Boo! Were you scared? (I didn’t think so.) Maybe this will scare you. The US Department of Energy has pointed its long creepy finger at pumpkins (ooooh…) as a source of methane, a greenhouse gas that has a greater heat trapping effect than CO2. Twenty times greater (ooooh…).

According to DOE, the U.S. grows 1.3 billion pounds of pumpkins each year and most of it ends up in municipal waste. Ghastly, but what happens next is even scarier. If the pumpkins are sent to a landfill their corpses slowly decompose and rot, emitting a foul stench of death and decay. But that’s not the scary part.

Don’t open that door! The pumpkins’ gaseous emissions are 50 percent CO2 and 50 percent methane. The horror. Are you scared now? DOE to the rescue. They turn the lights on and cheerfully point out that pumpkin-containing municipal waste that is sent to a biorefinery could be converted to low-carbon biofuels and something called “biopower”. DOE is partnering with industry to develop two such facilities. Whew.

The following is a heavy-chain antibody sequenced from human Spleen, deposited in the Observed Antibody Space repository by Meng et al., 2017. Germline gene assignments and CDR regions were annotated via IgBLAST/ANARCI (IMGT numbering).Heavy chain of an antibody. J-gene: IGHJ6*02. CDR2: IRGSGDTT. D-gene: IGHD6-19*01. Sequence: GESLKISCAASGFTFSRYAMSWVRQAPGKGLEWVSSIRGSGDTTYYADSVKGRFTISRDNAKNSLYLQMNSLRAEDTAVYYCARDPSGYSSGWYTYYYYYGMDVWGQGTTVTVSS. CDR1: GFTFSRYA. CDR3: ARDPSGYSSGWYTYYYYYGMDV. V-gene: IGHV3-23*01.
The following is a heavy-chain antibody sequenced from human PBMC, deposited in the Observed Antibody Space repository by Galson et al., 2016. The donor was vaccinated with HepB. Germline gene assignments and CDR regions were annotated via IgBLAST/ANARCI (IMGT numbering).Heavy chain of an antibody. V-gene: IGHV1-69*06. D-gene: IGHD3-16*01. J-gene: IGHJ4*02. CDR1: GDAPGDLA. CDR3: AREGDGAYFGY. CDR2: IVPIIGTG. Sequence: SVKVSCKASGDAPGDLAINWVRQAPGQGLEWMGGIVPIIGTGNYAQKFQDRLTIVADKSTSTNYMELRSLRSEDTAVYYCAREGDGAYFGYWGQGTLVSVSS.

But generating fuels and power from municipal waste and any unfortunate pumpkins contained therein just means that 100 percent of the carbon is eventually converted to CO2 rather than just 50 percent. That avoids some methane generation, but still puts all of the carbon into the atmosphere. Is there a better way?

How about if we just leave the pumpkins in the landfill?

Seriously. Using an EPA publication titled “Landfill Energy Basics”, I have estimated that pumpkin emissions over a twenty-year period would be equivalent to approximately 10-15 percent of the pumpkins’ original mass, which means that over 85 percent of the pumpkin stays in its crypt (I mean, landfill). That’s called sequestration and it keeps carbon out of the atmosphere. You’re welcome.

I’m sure that the grinches at DOE are already looking forward to the holidays and thinking up ways to link our celebrations to greenhouse gas emissions. I’m planning for the holidays, too. I think that copies of the Landfill Gas Energy Basics handbook will make great stocking stuffers.

Jeff Hazle

Posted by Jeff Hazle

Jeff Hazle is the former Senior Director of Refining Technology for AFPM. To learn more about AFPM, visit